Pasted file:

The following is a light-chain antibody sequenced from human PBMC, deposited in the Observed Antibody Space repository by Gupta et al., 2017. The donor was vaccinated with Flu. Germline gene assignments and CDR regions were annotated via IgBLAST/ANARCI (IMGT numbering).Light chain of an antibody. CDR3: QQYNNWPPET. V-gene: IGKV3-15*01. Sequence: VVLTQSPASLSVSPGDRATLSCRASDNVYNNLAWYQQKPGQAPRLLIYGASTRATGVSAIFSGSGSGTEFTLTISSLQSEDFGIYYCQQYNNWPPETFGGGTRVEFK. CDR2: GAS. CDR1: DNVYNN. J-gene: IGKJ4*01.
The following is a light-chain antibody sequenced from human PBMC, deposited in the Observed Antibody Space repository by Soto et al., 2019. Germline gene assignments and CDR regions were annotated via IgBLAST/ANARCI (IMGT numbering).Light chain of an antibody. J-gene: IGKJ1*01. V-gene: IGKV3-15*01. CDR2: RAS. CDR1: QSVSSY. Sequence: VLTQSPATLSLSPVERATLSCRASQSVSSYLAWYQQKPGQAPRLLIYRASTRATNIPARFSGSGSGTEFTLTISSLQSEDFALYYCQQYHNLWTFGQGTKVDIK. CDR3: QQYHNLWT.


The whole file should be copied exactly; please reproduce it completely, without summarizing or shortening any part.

The following is a light-chain antibody sequenced from human PBMC, deposited in the Observed Antibody Space repository by Gupta et al., 2017. The donor was vaccinated with Flu. Germline gene assignments and CDR regions were annotated via IgBLAST/ANARCI (IMGT numbering).Light chain of an antibody. CDR3: QQYNNWPPET. V-gene: IGKV3-15*01. Sequence: VVLTQSPASLSVSPGDRATLSCRASDNVYNNLAWYQQKPGQAPRLLIYGASTRATGVSAIFSGSGSGTEFTLTISSLQSEDFGIYYCQQYNNWPPETFGGGTRVEFK. CDR2: GAS. CDR1: DNVYNN. J-gene: IGKJ4*01.
The following is a light-chain antibody sequenced from human PBMC, deposited in the Observed Antibody Space repository by Soto et al., 2019. Germline gene assignments and CDR regions were annotated via IgBLAST/ANARCI (IMGT numbering).Light chain of an antibody. J-gene: IGKJ1*01. V-gene: IGKV3-15*01. CDR2: RAS. CDR1: QSVSSY. Sequence: VLTQSPATLSLSPVERATLSCRASQSVSSYLAWYQQKPGQAPRLLIYRASTRATNIPARFSGSGSGTEFTLTISSLQSEDFALYYCQQYHNLWTFGQGTKVDIK. CDR3: QQYHNLWT.